The shocking police brutality blasted all floodgates of patience. As the horrific visuals flashed on television all through the morning of 17th, rage grew on the streets and there was condemnation from all quarters. Except two. The VC’s office and the education ministry! The VC and the Commissioner of Police added fuel to fire with their remorseless lies of ‘peaceful police and violent armed students’. Their lies were rejected by the public and within a few hours, a huge turnout of 5,000 at a protest rally called by students took over the stretch from Jadavpur to Golpark for several hours. The front banner read ‘We demand the VC’s resignation’ till which an indefinite academic boycott was called. In addition to the original demand for gender justice, demand for punishment of the police and goons responsible for the atrocities on students including a fresh round of gender violence on women protesters was made. The upsurge had begun.
The next day saw another spontaneous protest rally from Jadavpur to Anwar Shah Road crossing and back. This time numbers doubled to 10,000. Students poured in solidarity from colleges and schools across the city to form one river of youth flooding the streets. Student protest rallies in solidarity sparked off locally in all corners of Bengal. Girl students in a district high school decided to boycott classes in solidarity, defying TMC terror threats.
Finally on 20th September, the numbers swelled a further five-fold in what was the grandest united show of strength by the youth. Students marched in pouring rain from Nandan to Rajbhavan as an estimated fifty colleges across Kolkata and neighbouring districts took part. A memorandum of demands was submitted to the Governor, who is also the Chancellor of the University. The main demand has been that of removal of the Vice Chancellor and action against perpetrators of molestation.
The rally was replete with slogans reflecting basic demands of the movement, but there was a unifying chant, rather a call to action, that instantly bonded with and caught the fancy of the first timers that hit the street – Hok, Hok, Hok Kolorob (‘let there be clamour’).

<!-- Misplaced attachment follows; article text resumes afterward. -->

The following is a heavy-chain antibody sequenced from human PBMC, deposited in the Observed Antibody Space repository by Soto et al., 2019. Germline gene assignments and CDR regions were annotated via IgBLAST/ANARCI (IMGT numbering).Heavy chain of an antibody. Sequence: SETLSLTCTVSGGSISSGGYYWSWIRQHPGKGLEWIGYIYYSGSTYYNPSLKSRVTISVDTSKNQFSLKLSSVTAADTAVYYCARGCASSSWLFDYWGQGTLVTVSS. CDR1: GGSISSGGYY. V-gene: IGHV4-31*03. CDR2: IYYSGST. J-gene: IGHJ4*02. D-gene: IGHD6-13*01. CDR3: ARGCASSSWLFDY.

the beloved Left cries of ‘Inquilaab Zindabaad’ (Long Live Revolution), and ‘Paaye paaye comrade, gorey tolo barricade’ (March together comrade, to overturn the barricade) were among the handful of favourite slogans, along with the spirited ‘Lathir mukhe ganer sur/dekhiye dilo Jadavpur’ (Sing in the face of baton blows/this is what Jadavpur shows). The rally was anti-authoritarian, anti-state terror and for gender justice and campus democracy, and it stood united by consciously putting aside organizational banners. This effectively attracted students in such huge numbers. The collective conscious of student identity as an undivided whole stood out.
An emphatic assertion of student solidarity cutting across organizations came as a direct response to the administration’s attempts at dividing up the students into separate campuses. The tag of ‘bohiraagoto’ (outsider) carries a sense of deja vu and brings back memories of 2006-07 in West Bengal politics when the same phrase was used to discredit peasant movements against corporate land grab. This time, when the Jadavpur University (JU) students were subjected to police brutality under instructions from the Vice-Chancellor – an appointee of the ruling Trinamool Congress (TMC) – many students from other colleges instantly responded to SOS calls and flocked to the JU campus at midnight to stand with their friends. Many of them braved batons and boots together with JU students. The VC and the police tried to tag them as ‘outsiders creating trouble’ and used it as a lame afterthought-justification of police violence.
Protests have been held in solidarity with the Kolkata students all over the world. In Delhi, the JNUSU participated in the protest held at the Bang Bhawan.